Pokemon Go Gets Political
It is a fact of life then whenever anything becomes culturally significant, that significance reverberates into the political field. Pokemon Go is no exception to this rule. As perhaps the only phenomenon generating more interest and discussions than the upcoming U.S. presidential election, the game was always bound to become a tool for politicians and politically-concerned citizens alike, both in the U.S. and in the international sphere.
Both Hillary Clinton and Donald Trump, and their respective teams, have already utilized Pokemon Go in their campaigns. Only a few days after the games' release, Trump's team aired a short ad titled "Crooked Hillary No," spoofing the popular mobile game and capitalizing on the recent furor surrounding Clinton's email scandal. When asked if he had actually played the game, however, Trump replied that "[he wished he] had the time," but had not actually tried it out. Good news for those who currently control Trump Tower, as there's no doubt that the billionaire business mogul would balk at the prospect of anyone leading his famed tower but himself, and willingly stomp any-mon in his way.
Meanwhile, the Clinton campaign recently hosted a voter registration event at "Madison Park PokeStop & PokeGym" in Ohio. PokeStops have quickly become useful gathering places for communities and those hoping to reach out to as many people as possible. Thus, it comes as no surprise that political campaigns have begun to use the stops for their events, and we should expect other organizations and churches to soon follow suit.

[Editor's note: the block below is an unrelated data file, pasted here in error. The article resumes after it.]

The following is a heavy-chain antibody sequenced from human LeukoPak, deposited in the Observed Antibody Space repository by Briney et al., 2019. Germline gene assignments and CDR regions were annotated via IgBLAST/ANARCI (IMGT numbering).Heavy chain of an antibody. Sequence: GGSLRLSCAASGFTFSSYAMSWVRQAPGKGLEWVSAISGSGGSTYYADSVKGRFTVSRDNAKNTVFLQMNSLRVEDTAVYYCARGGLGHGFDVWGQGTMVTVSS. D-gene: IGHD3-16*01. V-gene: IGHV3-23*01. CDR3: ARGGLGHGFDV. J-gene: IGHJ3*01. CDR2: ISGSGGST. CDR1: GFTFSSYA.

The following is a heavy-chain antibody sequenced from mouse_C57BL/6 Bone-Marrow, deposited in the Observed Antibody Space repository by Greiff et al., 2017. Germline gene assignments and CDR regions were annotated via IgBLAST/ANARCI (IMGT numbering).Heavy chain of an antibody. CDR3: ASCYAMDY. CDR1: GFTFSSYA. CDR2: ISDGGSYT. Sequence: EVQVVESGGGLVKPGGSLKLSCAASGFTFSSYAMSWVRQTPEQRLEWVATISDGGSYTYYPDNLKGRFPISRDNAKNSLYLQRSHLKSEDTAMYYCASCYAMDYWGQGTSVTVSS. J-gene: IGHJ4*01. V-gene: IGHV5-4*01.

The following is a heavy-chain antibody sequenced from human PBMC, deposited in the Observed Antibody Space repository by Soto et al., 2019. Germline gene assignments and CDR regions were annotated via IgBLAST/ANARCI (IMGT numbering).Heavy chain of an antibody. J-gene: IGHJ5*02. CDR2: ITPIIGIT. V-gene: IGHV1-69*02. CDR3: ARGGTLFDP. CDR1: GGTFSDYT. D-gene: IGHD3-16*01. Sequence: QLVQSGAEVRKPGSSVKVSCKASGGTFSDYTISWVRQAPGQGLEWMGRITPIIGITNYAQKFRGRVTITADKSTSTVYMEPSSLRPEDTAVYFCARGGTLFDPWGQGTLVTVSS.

Finally, Pokemon Go has worked its way into international politics as well. After the game finally released in Japan this week, many Chinese players, who may never see their own release, hacked their GPS systems so that they could play the game on Japanese servers. Several players quickly moved in to take over the gym at Yasukuni shrine, which is controversial for its commemoration of war criminals from World War II and the Sino-Japanese Wars. China in particular finds the presence of the war criminals, as well as visits to the shrine by top Japanese officials, highly offensive, given the atrocities committed by many Japanese soldiers during the country's offensive in China. As such, it comes as no surprise that the Chinese citizen who took over the shrine's gym decided to name his Dragonite guarding the gym "Long Live China!!"
Pokemon Go's relevance clearly extends beyond the day-to-day and into the political arena. The app has already been used by both presidential campaigns and everyday citizens to spread their political message and shame the opposition. Whether the game is destined to become a tool of the oppressors or rallying call of the revolution remains to be seen, but in the meantime, its impact on society will continue to grow, changing our social interactions, cultural exchanges, and political experiences.